LGBT inheritance law

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As the UK celebrates LGBTQ history month, contentious probate solicitor Chris Holten looks at LGBT inheritance law and what your legal rights are if your partner passes away without making financial provision for you

To what extent is the lesbian, gay, bisexual and transgender community protected by our inheritance laws?

Inheritance in England and Wales is generally determined by either a Will or the intestacy rules. The Inheritance Act also offers specific protection to those who are married or in a civil partnership or where someone was cohabiting or being financially maintained by the deceased.

In 2016, just over 1 million (2.0%) of the UK population aged 16 and over identified themselves as lesbian, gay or bisexual.  The population most likely to identify as falling within this group were between the ages of 16 – 24, with more males than females identifying as LGB.  The same age group is also the least likely to have made a Will.

In 2015 239,020 opposite sex couples married, a decrease of 3.4% from 2014 when 247,372 marriages took place, and 0.8% lower than 2013.  The number of opposite sex marriages in 2015 was the lowest on record.  Comparatively, in 2015 there were 6,493 same sex marriages, 56% of which were between female couples.  A further 9,156 same sex couples converted their civil partnership into a marriage.

Of those who identified as LGBT, 70.7% identified as being single, never married or civil partnered. In terms of LGBT inheritance law this tells us that the majority of those in an LGBT relationship have limited inheritance rights.

Making a Will and the intestacy rules

If someone makes a Will, their estate is distributed in accordance with the terms of that Will.  In most circumstances if a Will is executed prior to marriage, it will be revoked upon marriage, which can catch people out.

Research suggests that those who identify as LGBT do not “own” the concept of making a Will. This is thought to be because the practice of passing your wealth down to your children is very much a heterosexual or nuclear family concept. The suggestion is that those in a same sex relationship may be less inclined to execute a Will in order to provide for their partner.

The rules of intestacy usually apply where no Will has been made. This will normally favour a surviving spouse, though it is worth mentioning that this does not always mean the entire estate passes to the surviving spouse. A non married partner has no entitlement to inherit under the rules of intestacy.

LGBT cohabiting partners

The law continues to offer surprisingly little inheritance protection for cohabiting partners.  The reality is that both marriage and civil partnerships are on the decline.  Consequently fewer relationships are protected by the limited provision already in place under the rules of intestacy.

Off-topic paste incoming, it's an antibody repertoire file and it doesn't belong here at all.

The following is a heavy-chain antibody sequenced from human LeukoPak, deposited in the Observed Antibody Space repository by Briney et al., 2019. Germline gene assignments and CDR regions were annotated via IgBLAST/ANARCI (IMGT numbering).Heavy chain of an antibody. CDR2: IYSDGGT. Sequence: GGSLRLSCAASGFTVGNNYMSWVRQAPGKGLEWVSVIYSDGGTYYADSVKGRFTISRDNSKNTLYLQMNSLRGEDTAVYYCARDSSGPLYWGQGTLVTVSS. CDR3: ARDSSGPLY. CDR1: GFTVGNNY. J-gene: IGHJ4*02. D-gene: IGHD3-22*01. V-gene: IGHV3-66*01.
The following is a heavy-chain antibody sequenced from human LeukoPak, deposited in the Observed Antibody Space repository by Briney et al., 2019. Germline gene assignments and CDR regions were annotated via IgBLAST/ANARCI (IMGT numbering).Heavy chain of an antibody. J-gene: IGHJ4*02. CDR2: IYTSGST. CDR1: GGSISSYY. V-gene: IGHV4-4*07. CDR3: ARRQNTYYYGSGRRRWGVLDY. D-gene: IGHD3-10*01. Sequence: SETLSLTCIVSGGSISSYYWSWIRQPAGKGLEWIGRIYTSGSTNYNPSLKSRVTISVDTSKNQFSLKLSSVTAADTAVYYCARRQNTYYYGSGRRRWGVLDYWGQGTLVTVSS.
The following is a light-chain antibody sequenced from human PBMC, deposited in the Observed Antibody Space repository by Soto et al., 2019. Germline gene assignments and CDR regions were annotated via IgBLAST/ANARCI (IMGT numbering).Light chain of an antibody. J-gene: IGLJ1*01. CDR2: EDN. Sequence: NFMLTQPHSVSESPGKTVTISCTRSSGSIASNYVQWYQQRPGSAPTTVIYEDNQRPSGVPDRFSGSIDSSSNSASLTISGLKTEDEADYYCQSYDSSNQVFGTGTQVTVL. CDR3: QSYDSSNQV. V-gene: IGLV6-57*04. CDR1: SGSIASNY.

The statistics show that those in a same sex relationships are less likely to make a Will and those who do are more likely to distribute their estate among friends and family, rather than benefiting just their partner. This could mean that adequate financial provision is not made to meet the surviving partner’s needs.

Some same sex relationships also have the added complication that they were entered into later in life.  It may be that the Will leaves everything to children from an earlier relationship, without making provision for the surviving partner.  This can create particular difficulties for the survivor as they have not only lost a loved one, but now also face an uncertain financial future.

In some scenarios it may be that one member of the relationship was not openly ‘out’ and consequently has failed to provide for their partner in their Will.

Couples sometimes put insurance policies in place in order to protect the survivor should one of them pass away.  However, it is not uncommon for the policy to pay the deceased’s estate, instead of the surviving partner.  In these circumstances the surviving partner may be forced to bring an Inheritance Act claim in order to recover the proceeds from the insurance policy that was intended to benefit them in the first place.

Making an LGBT inheritance claim

If your partner or spouse passes away leaving you without adequate financial provision (either in a Will or under the rules of intestacy) then you could consider bringing an Inheritance Act claim against your late partner’s estate.

In order to bring an Inheritance Act claim you must be either:

  1. Married to or in a civil partnership with the person who has passed away;
  2. Cohabiting with them in a relationship for at least two years before they passed away; or
  3. Have been financially dependant upon the person who has passed away.

This applies equally to both same or opposite sex couples.

Free LGBT inheritance helpline

We operate a free LGBT inheritance helpline which you can call for free initial guidance on where you stand in the event that your partner has passed away. Give us a call on 0808 139 1606 or send an email with brief details of your situation to us at [email protected]